Grounding form service panel

There was no visible grounding wire leading to a driven rod. I was not able to see the ground anywhere else. Plumbing was not visible as this was a finished basement. How would I be able to determine where this was grounded?
My apologies for such a basic question but this one is beside me.


I would specify that it was not visible on the exterior rod, interior plumbing, and not readily accessible, so it was a limitation at the time of inspection.


That is what I have written. Still curious if these old heads have an idea.

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Related… 1/2" copper water pipe as ground rod


Not sure what that silver thing next to the service conduit is but it was not the ground wire.
Here’s a picture if it helps any.

Also, what the hell is this thing? Google doesn’t show me anything.

That’s an extendable exterior receptacle cover, so you can have something plugged in, and still out of the elements.

Weird, that thing was enclosed. Couldn’t figure out how to take the boot off or apart. Thanks.

Yeah, they’re kind of annoying to use. I’ve broken one trying to open it. Haha

The service panel had all sorts of debris in it, dust, spider webs, trash. I told the owner (pre-listing inspection) that it would be something that the buyers inspector will call out for being dirty. This old lady (in her 70’s) reached right in while I was bent down and started brushing the stuff out. Fingers all between the wires and all! I nearly had a heart attacked. I was like WHAT ARE YOU DOING?!

I’m guessing that the large solid copper conductor is the GEC. Looks like it goes into the raceway with the feeder conductors. Also there’s a double tap on the neutral.

The boot doesn’t open. That is just extendable to act like a plastic bubble cover. This is a new style of in use cover… Note the hinge on the top plastic part. The outer plastic ring opens up to expose what is hopefully a gfci protected receptacle. If you look under it you will see the holes for the cord.



Jacob. The SEC are underground in a metallic raceway. Post, Underground Lateral next time.

Alexander pointed you in the right direction. Limitation.
General Limitations and Exclusions

Likely bonded/grounded using a bonding bushing to the raceway.

Haven’t seen one in my neck of the woods. The rubberized accordion collar is moot for weatherproof protection when the back of the GFCI mounting Gang Weatherproof enclosure is not sufficiently sealed from behind.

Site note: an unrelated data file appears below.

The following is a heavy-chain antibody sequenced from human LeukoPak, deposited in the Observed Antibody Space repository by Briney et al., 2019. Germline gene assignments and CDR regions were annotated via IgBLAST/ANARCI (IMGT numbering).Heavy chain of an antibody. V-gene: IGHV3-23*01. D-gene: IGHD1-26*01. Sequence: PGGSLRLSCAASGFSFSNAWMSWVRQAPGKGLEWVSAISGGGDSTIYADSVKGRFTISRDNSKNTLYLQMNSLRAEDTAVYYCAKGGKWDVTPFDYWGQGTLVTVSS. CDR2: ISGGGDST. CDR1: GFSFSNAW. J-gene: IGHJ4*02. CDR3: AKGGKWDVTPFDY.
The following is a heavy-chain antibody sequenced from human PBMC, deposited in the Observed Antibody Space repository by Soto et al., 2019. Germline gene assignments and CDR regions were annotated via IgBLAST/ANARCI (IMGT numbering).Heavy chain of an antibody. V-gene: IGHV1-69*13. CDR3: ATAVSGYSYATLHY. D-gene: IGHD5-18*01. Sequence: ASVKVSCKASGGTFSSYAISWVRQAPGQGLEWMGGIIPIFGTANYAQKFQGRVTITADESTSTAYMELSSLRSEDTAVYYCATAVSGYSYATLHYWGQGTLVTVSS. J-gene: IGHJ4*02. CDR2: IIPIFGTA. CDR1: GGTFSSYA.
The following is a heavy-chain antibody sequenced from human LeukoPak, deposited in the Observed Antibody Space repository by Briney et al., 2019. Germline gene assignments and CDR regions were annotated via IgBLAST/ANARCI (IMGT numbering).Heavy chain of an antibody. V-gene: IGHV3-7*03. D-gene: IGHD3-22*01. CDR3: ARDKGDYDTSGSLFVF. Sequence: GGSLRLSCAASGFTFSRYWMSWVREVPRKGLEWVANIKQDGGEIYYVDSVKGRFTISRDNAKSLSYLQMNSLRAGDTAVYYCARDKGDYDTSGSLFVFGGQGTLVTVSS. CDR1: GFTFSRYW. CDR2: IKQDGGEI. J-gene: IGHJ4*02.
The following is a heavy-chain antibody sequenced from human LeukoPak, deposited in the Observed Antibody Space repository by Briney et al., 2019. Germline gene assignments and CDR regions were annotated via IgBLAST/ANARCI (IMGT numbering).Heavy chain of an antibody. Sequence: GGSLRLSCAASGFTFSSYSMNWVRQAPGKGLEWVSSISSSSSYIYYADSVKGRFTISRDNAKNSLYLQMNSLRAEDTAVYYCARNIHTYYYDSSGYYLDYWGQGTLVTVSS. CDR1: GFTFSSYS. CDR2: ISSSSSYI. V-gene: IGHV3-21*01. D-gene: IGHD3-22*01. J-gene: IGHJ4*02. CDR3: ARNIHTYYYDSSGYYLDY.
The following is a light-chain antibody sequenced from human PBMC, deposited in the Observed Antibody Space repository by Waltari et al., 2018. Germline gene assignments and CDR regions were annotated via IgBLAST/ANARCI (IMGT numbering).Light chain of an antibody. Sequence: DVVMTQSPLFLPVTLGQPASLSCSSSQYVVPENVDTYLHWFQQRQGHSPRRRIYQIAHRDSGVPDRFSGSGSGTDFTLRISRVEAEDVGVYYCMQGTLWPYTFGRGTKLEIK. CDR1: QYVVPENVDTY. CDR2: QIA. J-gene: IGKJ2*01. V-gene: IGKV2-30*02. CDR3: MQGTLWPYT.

Yes, I know where the SEC were coming from. My reply to Alex was in the direction he was talking about.

Thanks! Never knew about these. Also, the house had zero GFCI’s anywhere. Safe to assume it wasn’t under this as well.

Both these were my thoughts as well. Thanks for the help. :metal:t2:

Not really, depending on the age of the home. The Exterior was the first location required for protection!

  • Outdoors (since 1973)
  • Bathrooms (since 1975)
  • Garages (since 1978)
  • Kitchens (since 1987)
  • Crawl spaces and unfinished basements (since 1990)
  • Wet bar sinks (since 1993)
  • Laundry and utility sinks (since 2005)
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House was built in 1972. There was 1 (one) GFCI outlet in the entire home and it was in the garage.

EGC, Equipment Grounding Conductor. Best to use proper description for members.

Pass only ability. Cable utility bonded the Coaxial Signal Cable Splitter to the metering equipment enclosure with a bonding strap.
One can safely assume the conduit was measured for resistance prior the installation.

Curious, did you test any receptacles for GFCI protection, even though you did not visually observe any outlets or breakers? It’s likely that when the garage was upgraded with GFCI, it also covered the exterior and bathroom to bring those areas up to date also. This was allowed (bathroom), depending (again) what year it was done.